“Why do I feel there is a chastisement hidden in that comment?” Lucius kissed his mother and let her lead him towards the table.

“Probably because there is.” His sister Alexandra unfolded herself from her chair at his approach.

“Alex! How you have grown.” He threw his arms wide, inviting a hug.

“You’d know that if we saw you more often.” Alex stepped inside the circle of his arms and hugged him fiercely.

“Don’t you start. I expect you to be on my side.”

“That’s rich of you after you leave me alone here in this horrible city while you ride off on adventures.” Alex pushed her brother away and resumed her seat.

“You’re only a child of fifteen and a girl. How can I take you with me?” Lucius seated himself and a slave brought him a plate full of bread still steaming from the oven.

“Fifteen! You
been gone a long time. I turned seventeen three months ago. You really ought to pay more attention.” Alex bit into a fig and Lucius wondered if she imagined biting him with those sharp little teeth.

“I’m sorry I missed your birthday but—”

“Two birthdays, actually.”

“I’m sorry I missed
birthdays but I promise to make it up to you now I’m home.” Lucius tore a piece of bread and dipped it in a bowl of honey.

“And how long are you home for?” Olivia laid a hand on her son’s sleeve. “I do hope it’s for awhile.”

Lucius shook his head. “I can make no promises, Mother. Business is brisk and I am needed to oversee it. I’m only back in Rome to take care of an important personal matter and then I will return to the Empire’s frontier.”

“Your father will be most disappointed to hear that.” Olivia sighed and withdrew her hand. “He has such plans for you.”

“Plans I have no wish for myself.” Lucius hoped his tone brooked no argument. The last thing he wanted to do was upset his mother. “Father knows this well.”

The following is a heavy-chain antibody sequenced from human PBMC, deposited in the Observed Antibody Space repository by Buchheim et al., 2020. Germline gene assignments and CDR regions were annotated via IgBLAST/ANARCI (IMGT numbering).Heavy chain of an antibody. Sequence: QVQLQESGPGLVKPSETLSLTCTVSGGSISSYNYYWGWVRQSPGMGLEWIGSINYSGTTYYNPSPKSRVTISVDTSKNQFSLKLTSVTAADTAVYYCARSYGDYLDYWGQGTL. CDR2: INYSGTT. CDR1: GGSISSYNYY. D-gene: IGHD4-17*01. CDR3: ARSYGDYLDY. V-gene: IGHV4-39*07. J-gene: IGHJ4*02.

“Still, it is not seemly for a son of a Senator to dabble in trade.”

“Mother, you and I both know, as does the whole of Rome, that I am the
son of a great Roman Senator. The only reason Senator Decimus Aurelius acknowledges me publically is I am his only living son. Should there ever be another I would be forgotten in a heartbeat.” Lucius drained his cup and gestured to a slave to replenish it.

“That is not true!” Olivia protested, one slender hand pressed to her heart. “He does so out of love for me, and for you.”

Alex snorted. “And what about me? Don’t I count for anything?”

“Of course not. You’re a girl.” Lucius shot her a sideways glance just in time to see a prune pit aimed at his head come sailing through the air. He ducked and the pit bounced harmlessly to the floor.

“Children! I must protest.” Olivia slapped her palms dramatically on the table in an uncharacteristic show of fierceness. Lucius was only too aware of the iron lurking beneath his mother’s veneer of fragile vulnerability. A freed Circassian slave, and mistress to a Senator, she had need of a great deal of strength and cunning to survive in the cut-throat world of Rome. “Your father means well. It is a difficult situation for everyone. You know he would spend more time with you if only he could.”

“It’s too late for that Mother. Lucius and I are both grown and the time has passed when we needed a father to dangle us on his knee.” Alex folded her arms across her chest, her resentment simmering in her blue eyes.

“I did not come home to argue with you, nor start an argument amongst you.” Lucius turned to his mother. “I must do what I came to do, spend some time with you both and then I will take my leave.”

“What is it you’ve come to do?” Alex asked, leaning forward. “I’m rather curious.”

Lucius appraised his sister for a long moment. Her tumbling blonde locks were caught up in the latest style. She had grown into quite a beauty while he’d been gone yet there was a glimpse of rebelliousness in her eyes which made him uneasy. How much should he tell her? Too little would make her pry and too much would encourage her to interfere.

“I am here to help a friend who found herself in some trouble,” he ventured cautiously.

. And what is this friend’s name? Do I know her?” A sly smile played on the edges of Alex generous mouth.

“I hardly think so. You don’t move in the same circles.”

“If you don’t tell me I will follow you everywhere and find out anyway.” She offered him the full power of her charming smile. Lucius had no doubt she meant every word.

“I can’t be responsible for you running around the streets of Rome unchaperoned.” He sighed and ran his hand through his hair.

“You need a haircut,” said Olivia. “And a trip to the barber is in order.”

He raised his eyebrows at his mother’s suggestion before turning his attention back to his sister. “My friend was enslaved while under my protection and I must do what I can to gain her freedom.”